Featured in the upcoming February 2021 Long Beach Expo US Coins Signature Auction #1327
1943 CENT Struck on a Bronze Planchet MS62 Brown PCGS. CAC. Ex: Simpson.
Approximately 20 Philadelphia Mint bronze cents dated 1943 are believed to exist, along with just one from the Denver Mint, and five from the San Francisco Mint. Opposing errors dated 1944 are struck on zinc-coated steel blanks. Planchets were transported within the Mint in large bins. As 1942 came to a close, a small number of bronze blanks were lodged in the crevices of one or more of those bins. When new zinc-coated steel blanks were placed in the bin (or bins), the previous bronze blanks were dislodged and went through the coinage process undetected and eventually entered circulation where they were eventually saved by sharp-eyed collectors. One of those collectors was a young man, Marvin Wallace Beyer, Jr.
Beyer found this coin in circulation, reportedly around 1957 when he was 14 years old. Beyer was born on September 3, 1940, suggesting that he was either 17 years old, or that he found the coin around 1954. The earliest report in The Numismatist appeared in the May 1957 issue reporting on the February 18, 1957 meeting of the East Los Angeles Coin Club:
"Hy Spitz read an article published in the December issue of Optimist International magazine, entitled "The Philadelphia Mint Family," telling of the establishment of the first U.S. mint in 1792. Mr. Spitz referred to a recent article in the Los Angeles Examiner recounting a 14-year-old boy, Marv, Beyer, finding a rare 1943 'copper cent.'"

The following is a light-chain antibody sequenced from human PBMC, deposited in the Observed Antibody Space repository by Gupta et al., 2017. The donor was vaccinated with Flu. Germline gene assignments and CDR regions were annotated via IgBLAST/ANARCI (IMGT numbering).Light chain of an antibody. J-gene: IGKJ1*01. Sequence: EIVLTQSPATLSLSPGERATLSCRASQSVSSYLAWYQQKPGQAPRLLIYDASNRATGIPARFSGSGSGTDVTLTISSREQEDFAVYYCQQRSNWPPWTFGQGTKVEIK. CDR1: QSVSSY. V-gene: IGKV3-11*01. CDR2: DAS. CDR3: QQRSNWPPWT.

After reportedly spending some $700 on metallurgical testing, Beyer's father, also Marvin W. Beyer, consigned the coin to Abe Kosoff for the 1958 ANA sale, but later elected to withdraw the coin from the sale, resulting in a lawsuit as reported in the April 1959 issue of The Numismatist:
"Because of the withdrawal of the 1943 copper cent from the A.N.A. auction last year in Los Angeles minutes before the coin was to go on the block, Abe Kosoff the auctioneer, has filed suit in Superior Court Los Angeles, against the coin's owners, the Marvin Beyers. The cataloger is seeking $60,750.00 on several counts, charging breach of contract, fraud, deceit and slander."
In the Complete Guide to Lincoln Cents, author David Lange reports that the "Greer Company" of Los Angeles bought the coin per an article in the February 1, 1959 issue of The Los Angeles Examiner. The reported price was $40,000 although Lange questions that amount as extraordinary for the time. We have been unable to find out more about the Greer Company. This cent was apparently not seen again until it appeared in the October 2000 Superior Pre-Long Beach sale, reappearing in the Goldberg Coins' Benson Collection sale of February 2003, its last public auction appearance.
This lovely cent has vibrant blue toning over lustrous olive-brown surfaces with slight weakness on Lincoln's beard, but with sharp wheat ears, and exceptional surfaces for the grade. This piece has eye appeal that equals its rarity. We were pleased to offer the Don Lutes discovery coin for the 1943 copper cent in the January 2019 FUN Signature sale, and now we are equally pleased to offer this Marvin Beyer example, the second confirmed 1943 copper cent.
Ex: Marvin Beyer, Jr., who found this piece in circulation about 1957; consigned to the 1958 ANA Convention Sale (Abe Kosoff), but withdrawn by Marvin Beyer, Sr. prior to the sale; reportedly sold to the Greer Company of Los Angeles in 1959 for $40,000; later, Pre-Long Beach Sale (Superior, 10/2000), lot 4146; Benson Collection (Goldberg Coins, 2/2003), lot 148.
Coin Index Numbers:
(NGC ID# 22E5, PCGS# 82709)
95% Copper, 5% Tin & Zinc